I do think -10C/14F to -20C/-4F is the sweet spot, though, at least judging from feedback from my friends.

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12-30-2009, 03:06 PM
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NigelSPNKr
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-4? really? come on, get into the -30's then start thinking about being to cold.

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12-30-2009, 03:15 PM
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Ragss
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I play shinny when its -30 to -40, but the ice gets really bad at those temps.

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12-30-2009, 04:51 PM
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Crosbyfan
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Quote:
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I play shinny when its -30 to -40, but the ice gets really bad at those temps.
things I find makes a huge difference if it's really cold:

1. a balaclava- that can go right over your nose and mouth that you can breath through. It will take the ge off the cold air and preheat it as you first inhale from a little of the heat from the previous exhale
(oversize helmet can go over top for protection or a monster balaclava can go over the whole thing)

2. Outdoor skates a half size bigger for thicker socks- don't tighten them as much as usual. On the outdoor ice they generally don't need to be as sharp and you can save your "game" skates for indoor games and practices.

3. Multiple layers including the legs

4. Windbreakers/outershell if it is windy (again including for the legs)

5. Thin gloves inside your hockey gloves or just warmer insulated gloves

6. Thermos of hot liquid

7. Don't get cold, it's really hard to "catch up', but also don't sweat. That's where the layering and outershell balance gets tricky.

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12-30-2009, 04:56 PM
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NigelSPNKr
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I mostly stick with a long john layer, a thermal top, a one-sy, jeans, hoodie, hockey sweater, toque and gloves under my gloves. Two pairs of thin socks do the trick for me and a bottle of whiskey.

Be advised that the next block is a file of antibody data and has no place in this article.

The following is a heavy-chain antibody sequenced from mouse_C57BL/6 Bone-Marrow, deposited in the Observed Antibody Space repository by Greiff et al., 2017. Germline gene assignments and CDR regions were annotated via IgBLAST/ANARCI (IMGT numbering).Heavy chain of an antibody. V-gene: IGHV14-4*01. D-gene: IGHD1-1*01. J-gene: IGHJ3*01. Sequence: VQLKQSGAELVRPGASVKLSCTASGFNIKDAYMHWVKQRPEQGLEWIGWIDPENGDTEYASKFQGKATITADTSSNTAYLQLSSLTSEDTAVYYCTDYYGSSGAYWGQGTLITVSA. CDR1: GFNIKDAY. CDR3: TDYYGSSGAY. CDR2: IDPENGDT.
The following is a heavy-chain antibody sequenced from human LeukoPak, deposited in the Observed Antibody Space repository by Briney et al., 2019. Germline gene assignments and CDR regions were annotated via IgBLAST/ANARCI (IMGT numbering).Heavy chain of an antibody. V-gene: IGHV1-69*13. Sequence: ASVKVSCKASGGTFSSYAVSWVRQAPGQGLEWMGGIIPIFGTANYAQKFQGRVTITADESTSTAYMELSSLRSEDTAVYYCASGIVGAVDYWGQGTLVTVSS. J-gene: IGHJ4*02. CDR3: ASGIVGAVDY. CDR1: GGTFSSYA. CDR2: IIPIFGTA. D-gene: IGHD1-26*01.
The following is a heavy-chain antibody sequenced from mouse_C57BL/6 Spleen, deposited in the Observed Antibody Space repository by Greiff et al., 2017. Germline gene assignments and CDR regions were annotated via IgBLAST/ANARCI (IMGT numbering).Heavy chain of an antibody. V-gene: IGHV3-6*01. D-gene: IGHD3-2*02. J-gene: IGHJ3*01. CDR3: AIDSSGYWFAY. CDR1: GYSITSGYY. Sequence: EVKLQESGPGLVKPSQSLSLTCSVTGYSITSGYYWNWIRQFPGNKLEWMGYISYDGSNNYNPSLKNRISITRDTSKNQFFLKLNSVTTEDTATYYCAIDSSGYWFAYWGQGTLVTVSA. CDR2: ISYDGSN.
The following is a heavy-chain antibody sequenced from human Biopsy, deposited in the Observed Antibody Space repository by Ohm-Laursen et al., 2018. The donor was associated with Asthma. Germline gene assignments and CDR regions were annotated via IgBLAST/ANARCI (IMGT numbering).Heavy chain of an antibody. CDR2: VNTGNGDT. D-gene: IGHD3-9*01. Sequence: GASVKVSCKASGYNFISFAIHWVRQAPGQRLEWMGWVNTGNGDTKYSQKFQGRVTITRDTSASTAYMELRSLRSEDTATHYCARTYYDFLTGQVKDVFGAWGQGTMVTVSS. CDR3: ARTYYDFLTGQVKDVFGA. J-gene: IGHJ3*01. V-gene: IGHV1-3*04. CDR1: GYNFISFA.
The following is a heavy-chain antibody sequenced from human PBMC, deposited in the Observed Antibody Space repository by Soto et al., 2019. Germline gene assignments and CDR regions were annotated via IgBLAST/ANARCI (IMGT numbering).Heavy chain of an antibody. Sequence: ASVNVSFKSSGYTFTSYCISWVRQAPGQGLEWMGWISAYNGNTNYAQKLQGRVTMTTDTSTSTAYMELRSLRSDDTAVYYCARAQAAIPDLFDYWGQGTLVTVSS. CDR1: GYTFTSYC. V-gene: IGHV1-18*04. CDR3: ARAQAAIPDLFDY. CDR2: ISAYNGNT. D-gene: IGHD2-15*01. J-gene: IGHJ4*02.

We all handle the cold differently so some may need more layers some may need less, it is easy to keep warm once you start skating hard though.

I perfer when it is in the -20 to -25 region, only the die hards come out and you get a good game in.

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Old
01-01-2010, 12:17 AM
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Hockeyfan68
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Quote:
Originally Posted by eNTe17 View Post
So, recently I`ve been experiencing some troubles actually getting it together, and going out to play, just because of the (to me) low temperatures we`re experiencing...

Would minus 20 c (-4 f) stop you from going out to put some pucks to the net ?
I've played outdoors at 0 to 5 degrees Fahrenheit and it was only doable when it wasn't breezy out for me.

I wear a face covering knitted thing with eyeholes in it and dress in plenty of layers. The only troubles I had were cold feet even with doublethick socks and my hands would get frozen fingertips in regular hockey gloves until i had a sweat going then it was okay. basically the main trouble was with the feet.

I do not tighten my laces as tightly as I would indoors as the circulation is cut off just enough to create a frostbite problem which I did experience once. It took the black spot on the end of my big toe months to heal and for about 3 weeks the end of my sock would have a blood stain from the dead black flesh bleeding.

Eventually my toe was normal again but I learned a lesson which is I am not going to play outdoors unless there is a warming shack to take my skates off and warm my feet up every once in a while.

it was a painful and not very fun experience. NOW I have a pair of skates I use only for outdoor ice which is one half size too big for me so I can wear thick socks and not have the circulation cut off. This has been successful and i recommend it if one can buy extra pair just for that purpose.